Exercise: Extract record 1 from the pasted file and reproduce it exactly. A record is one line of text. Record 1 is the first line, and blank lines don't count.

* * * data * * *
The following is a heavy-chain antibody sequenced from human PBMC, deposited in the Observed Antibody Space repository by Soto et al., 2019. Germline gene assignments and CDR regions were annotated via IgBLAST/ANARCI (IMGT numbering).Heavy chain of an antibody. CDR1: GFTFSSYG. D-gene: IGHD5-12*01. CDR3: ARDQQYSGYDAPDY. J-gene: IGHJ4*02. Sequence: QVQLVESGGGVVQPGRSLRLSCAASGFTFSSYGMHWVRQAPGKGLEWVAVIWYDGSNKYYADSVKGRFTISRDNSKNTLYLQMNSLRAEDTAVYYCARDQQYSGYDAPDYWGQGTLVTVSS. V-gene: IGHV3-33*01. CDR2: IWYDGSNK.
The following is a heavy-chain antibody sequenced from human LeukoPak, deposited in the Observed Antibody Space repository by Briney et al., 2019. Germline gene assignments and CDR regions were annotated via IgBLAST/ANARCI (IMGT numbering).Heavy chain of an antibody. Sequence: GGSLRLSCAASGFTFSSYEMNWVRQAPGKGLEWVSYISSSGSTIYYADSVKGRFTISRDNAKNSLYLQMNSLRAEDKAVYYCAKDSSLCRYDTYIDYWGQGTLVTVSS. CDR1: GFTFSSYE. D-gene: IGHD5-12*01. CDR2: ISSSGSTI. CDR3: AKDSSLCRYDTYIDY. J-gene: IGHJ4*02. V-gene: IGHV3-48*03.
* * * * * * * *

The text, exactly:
The following is a heavy-chain antibody sequenced from human PBMC, deposited in the Observed Antibody Space repository by Soto et al., 2019. Germline gene assignments and CDR regions were annotated via IgBLAST/ANARCI (IMGT numbering).Heavy chain of an antibody. CDR1: GFTFSSYG. D-gene: IGHD5-12*01. CDR3: ARDQQYSGYDAPDY. J-gene: IGHJ4*02. Sequence: QVQLVESGGGVVQPGRSLRLSCAASGFTFSSYGMHWVRQAPGKGLEWVAVIWYDGSNKYYADSVKGRFTISRDNSKNTLYLQMNSLRAEDTAVYYCARDQQYSGYDAPDYWGQGTLVTVSS. V-gene: IGHV3-33*01. CDR2: IWYDGSNK.